‘The renewed focus on the strategic importance of nuclear deterrence and capacity is a very worrying trend,’ says Ambassador Jan Eliasson, Chair of the SIPRI Governing Board. ‘The world needs a clear commitment from the nuclear weapon states to an effective, legally binding process towards nuclear disarmament.’

The nuclear arsenals of the other nuclear-armed states are considerably smaller, but all are either developing or deploying new nuclear weapon systems or have announced their intention to do so. India and Pakistan are both expanding their nuclear weapon stockpiles as well as developing new land-, sea- and air-based missile delivery systems. China continues to modernize its nuclear weapon delivery systems and is slowly increasing the size of its nuclear arsenal.

In 2017 North Korea continued to make technical progress in developing its nuclear weapon capabilities, including the test of—what was claimed to be—a thermonuclear weapon, in September. North Korea also demonstrated unexpected rapid progress in the testing of two new types of long-range ballistic missile delivery systems.

‘Despite the clear international interest in nuclear disarmament reflected in the conclusion in 2017 of the Treaty on the Prohibition of Nuclear Weapons, the modernization programmes under way in the nuclear weapon-possessing states indicate that genuine progress towards nuclear disarmament will remain a distant goal,’ says Shannon Kile, Senior Researcher with the SIPRI Disarmament, Arms Control and Non-proliferation Programme.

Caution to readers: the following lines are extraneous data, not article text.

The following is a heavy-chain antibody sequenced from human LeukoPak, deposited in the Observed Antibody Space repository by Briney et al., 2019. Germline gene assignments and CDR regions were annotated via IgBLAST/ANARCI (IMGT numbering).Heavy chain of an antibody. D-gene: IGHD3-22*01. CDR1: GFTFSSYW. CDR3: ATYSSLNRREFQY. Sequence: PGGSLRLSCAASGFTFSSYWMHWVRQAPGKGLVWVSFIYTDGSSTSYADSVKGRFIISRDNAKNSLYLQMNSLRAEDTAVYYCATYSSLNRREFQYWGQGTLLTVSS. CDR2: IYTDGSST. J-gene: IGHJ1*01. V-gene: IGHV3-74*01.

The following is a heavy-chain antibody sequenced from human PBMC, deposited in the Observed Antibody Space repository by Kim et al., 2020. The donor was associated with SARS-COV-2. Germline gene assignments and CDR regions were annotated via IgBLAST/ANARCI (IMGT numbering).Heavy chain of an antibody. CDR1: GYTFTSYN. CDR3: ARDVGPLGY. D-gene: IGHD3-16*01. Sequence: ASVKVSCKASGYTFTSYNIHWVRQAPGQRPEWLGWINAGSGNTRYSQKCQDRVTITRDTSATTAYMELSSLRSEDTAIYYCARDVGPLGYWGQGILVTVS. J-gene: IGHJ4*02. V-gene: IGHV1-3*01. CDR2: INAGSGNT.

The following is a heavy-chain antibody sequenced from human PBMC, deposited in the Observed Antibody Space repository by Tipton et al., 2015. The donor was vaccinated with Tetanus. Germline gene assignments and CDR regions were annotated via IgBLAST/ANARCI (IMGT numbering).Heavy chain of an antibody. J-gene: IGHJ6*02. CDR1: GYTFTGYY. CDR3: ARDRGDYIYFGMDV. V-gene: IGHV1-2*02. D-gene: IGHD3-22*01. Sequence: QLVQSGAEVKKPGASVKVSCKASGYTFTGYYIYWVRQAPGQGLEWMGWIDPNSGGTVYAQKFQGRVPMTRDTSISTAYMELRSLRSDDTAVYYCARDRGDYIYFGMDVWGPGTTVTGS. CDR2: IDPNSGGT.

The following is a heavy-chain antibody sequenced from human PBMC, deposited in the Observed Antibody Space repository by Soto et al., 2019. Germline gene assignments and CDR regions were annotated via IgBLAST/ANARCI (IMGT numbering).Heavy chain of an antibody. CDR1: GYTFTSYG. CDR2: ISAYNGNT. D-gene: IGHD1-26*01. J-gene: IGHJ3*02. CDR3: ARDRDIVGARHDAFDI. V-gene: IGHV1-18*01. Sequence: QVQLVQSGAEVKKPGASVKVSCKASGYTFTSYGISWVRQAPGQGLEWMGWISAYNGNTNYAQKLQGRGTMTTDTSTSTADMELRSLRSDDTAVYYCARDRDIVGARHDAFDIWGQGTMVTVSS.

* ‘Deployed warheads’ refers to warheads placed on missiles or located on bases with operational forces. ** ‘Other warheads’ refers to stored or reserve warheads and retired warheads awaiting dismantlement.

Total figures include the highest estimate when a range is given. Figures for North Korea are uncertain and are not included in total figures. All estimates are approximate.

Number of peacekeepers falls globally, despite increasing demand

There were 63 multilateral peace operations active during 2017 (one more than in 2016): 25 operations were deployed in Africa, 18 in Europe, 9 in the Middle East, 6 in Asia and Oceania, and 5 in the Americas.